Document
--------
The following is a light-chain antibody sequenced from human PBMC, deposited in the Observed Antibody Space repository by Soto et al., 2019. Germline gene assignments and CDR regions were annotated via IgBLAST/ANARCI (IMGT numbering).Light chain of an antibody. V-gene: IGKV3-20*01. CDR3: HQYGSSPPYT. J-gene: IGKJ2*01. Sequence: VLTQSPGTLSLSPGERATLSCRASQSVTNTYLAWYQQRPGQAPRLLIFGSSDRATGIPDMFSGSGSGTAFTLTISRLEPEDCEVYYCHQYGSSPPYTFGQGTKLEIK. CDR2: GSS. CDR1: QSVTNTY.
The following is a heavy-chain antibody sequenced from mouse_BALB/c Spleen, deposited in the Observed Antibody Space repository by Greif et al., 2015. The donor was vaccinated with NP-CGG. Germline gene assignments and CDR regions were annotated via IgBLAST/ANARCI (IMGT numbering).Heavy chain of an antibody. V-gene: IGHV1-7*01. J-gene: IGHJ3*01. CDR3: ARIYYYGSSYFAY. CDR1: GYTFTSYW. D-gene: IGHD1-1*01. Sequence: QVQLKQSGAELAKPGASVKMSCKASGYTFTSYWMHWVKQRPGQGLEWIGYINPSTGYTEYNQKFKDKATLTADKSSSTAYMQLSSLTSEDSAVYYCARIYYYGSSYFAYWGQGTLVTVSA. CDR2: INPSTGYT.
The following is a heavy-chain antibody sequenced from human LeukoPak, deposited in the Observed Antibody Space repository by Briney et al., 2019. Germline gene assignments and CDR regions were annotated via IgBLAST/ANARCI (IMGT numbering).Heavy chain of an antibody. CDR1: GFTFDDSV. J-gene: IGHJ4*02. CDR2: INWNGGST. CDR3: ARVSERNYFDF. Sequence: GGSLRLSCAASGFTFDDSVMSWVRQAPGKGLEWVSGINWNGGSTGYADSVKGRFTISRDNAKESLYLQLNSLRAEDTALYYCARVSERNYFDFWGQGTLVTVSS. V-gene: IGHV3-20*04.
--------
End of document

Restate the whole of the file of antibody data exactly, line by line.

The following is a light-chain antibody sequenced from human PBMC, deposited in the Observed Antibody Space repository by Soto et al., 2019. Germline gene assignments and CDR regions were annotated via IgBLAST/ANARCI (IMGT numbering).Light chain of an antibody. V-gene: IGKV3-20*01. CDR3: HQYGSSPPYT. J-gene: IGKJ2*01. Sequence: VLTQSPGTLSLSPGERATLSCRASQSVTNTYLAWYQQRPGQAPRLLIFGSSDRATGIPDMFSGSGSGTAFTLTISRLEPEDCEVYYCHQYGSSPPYTFGQGTKLEIK. CDR2: GSS. CDR1: QSVTNTY.
The following is a heavy-chain antibody sequenced from mouse_BALB/c Spleen, deposited in the Observed Antibody Space repository by Greif et al., 2015. The donor was vaccinated with NP-CGG. Germline gene assignments and CDR regions were annotated via IgBLAST/ANARCI (IMGT numbering).Heavy chain of an antibody. V-gene: IGHV1-7*01. J-gene: IGHJ3*01. CDR3: ARIYYYGSSYFAY. CDR1: GYTFTSYW. D-gene: IGHD1-1*01. Sequence: QVQLKQSGAELAKPGASVKMSCKASGYTFTSYWMHWVKQRPGQGLEWIGYINPSTGYTEYNQKFKDKATLTADKSSSTAYMQLSSLTSEDSAVYYCARIYYYGSSYFAYWGQGTLVTVSA. CDR2: INPSTGYT.
The following is a heavy-chain antibody sequenced from human LeukoPak, deposited in the Observed Antibody Space repository by Briney et al., 2019. Germline gene assignments and CDR regions were annotated via IgBLAST/ANARCI (IMGT numbering).Heavy chain of an antibody. CDR1: GFTFDDSV. J-gene: IGHJ4*02. CDR2: INWNGGST. CDR3: ARVSERNYFDF. Sequence: GGSLRLSCAASGFTFDDSVMSWVRQAPGKGLEWVSGINWNGGSTGYADSVKGRFTISRDNAKESLYLQLNSLRAEDTALYYCARVSERNYFDFWGQGTLVTVSS. V-gene: IGHV3-20*04.